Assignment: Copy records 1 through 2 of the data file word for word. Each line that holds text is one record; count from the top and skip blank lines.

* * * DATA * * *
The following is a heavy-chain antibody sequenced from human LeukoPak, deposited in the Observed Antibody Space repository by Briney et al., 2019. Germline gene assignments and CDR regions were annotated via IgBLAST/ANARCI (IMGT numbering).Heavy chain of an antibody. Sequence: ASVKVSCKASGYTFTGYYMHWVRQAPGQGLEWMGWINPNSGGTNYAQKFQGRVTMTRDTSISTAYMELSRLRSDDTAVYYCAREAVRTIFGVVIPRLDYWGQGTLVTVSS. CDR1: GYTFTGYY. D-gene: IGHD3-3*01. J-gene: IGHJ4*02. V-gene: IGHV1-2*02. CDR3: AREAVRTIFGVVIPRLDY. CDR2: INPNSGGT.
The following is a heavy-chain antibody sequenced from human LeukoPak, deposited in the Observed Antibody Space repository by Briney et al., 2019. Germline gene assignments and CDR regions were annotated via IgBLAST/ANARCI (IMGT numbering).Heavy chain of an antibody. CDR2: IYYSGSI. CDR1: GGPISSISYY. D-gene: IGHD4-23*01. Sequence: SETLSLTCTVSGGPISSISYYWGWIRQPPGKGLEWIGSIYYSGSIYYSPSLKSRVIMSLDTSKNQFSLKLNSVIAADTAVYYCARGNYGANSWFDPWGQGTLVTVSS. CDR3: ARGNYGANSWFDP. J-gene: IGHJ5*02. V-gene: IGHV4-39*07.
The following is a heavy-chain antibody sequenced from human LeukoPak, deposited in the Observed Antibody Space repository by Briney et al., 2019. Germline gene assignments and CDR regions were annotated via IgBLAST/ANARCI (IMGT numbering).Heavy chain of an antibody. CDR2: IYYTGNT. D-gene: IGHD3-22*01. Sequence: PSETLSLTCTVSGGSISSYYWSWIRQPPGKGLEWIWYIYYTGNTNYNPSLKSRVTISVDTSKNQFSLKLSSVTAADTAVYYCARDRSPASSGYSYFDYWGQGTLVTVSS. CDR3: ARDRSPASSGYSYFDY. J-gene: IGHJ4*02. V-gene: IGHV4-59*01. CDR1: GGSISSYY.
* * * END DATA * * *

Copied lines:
The following is a heavy-chain antibody sequenced from human LeukoPak, deposited in the Observed Antibody Space repository by Briney et al., 2019. Germline gene assignments and CDR regions were annotated via IgBLAST/ANARCI (IMGT numbering).Heavy chain of an antibody. Sequence: ASVKVSCKASGYTFTGYYMHWVRQAPGQGLEWMGWINPNSGGTNYAQKFQGRVTMTRDTSISTAYMELSRLRSDDTAVYYCAREAVRTIFGVVIPRLDYWGQGTLVTVSS. CDR1: GYTFTGYY. D-gene: IGHD3-3*01. J-gene: IGHJ4*02. V-gene: IGHV1-2*02. CDR3: AREAVRTIFGVVIPRLDY. CDR2: INPNSGGT.
The following is a heavy-chain antibody sequenced from human LeukoPak, deposited in the Observed Antibody Space repository by Briney et al., 2019. Germline gene assignments and CDR regions were annotated via IgBLAST/ANARCI (IMGT numbering).Heavy chain of an antibody. CDR2: IYYSGSI. CDR1: GGPISSISYY. D-gene: IGHD4-23*01. Sequence: SETLSLTCTVSGGPISSISYYWGWIRQPPGKGLEWIGSIYYSGSIYYSPSLKSRVIMSLDTSKNQFSLKLNSVIAADTAVYYCARGNYGANSWFDPWGQGTLVTVSS. CDR3: ARGNYGANSWFDP. J-gene: IGHJ5*02. V-gene: IGHV4-39*07.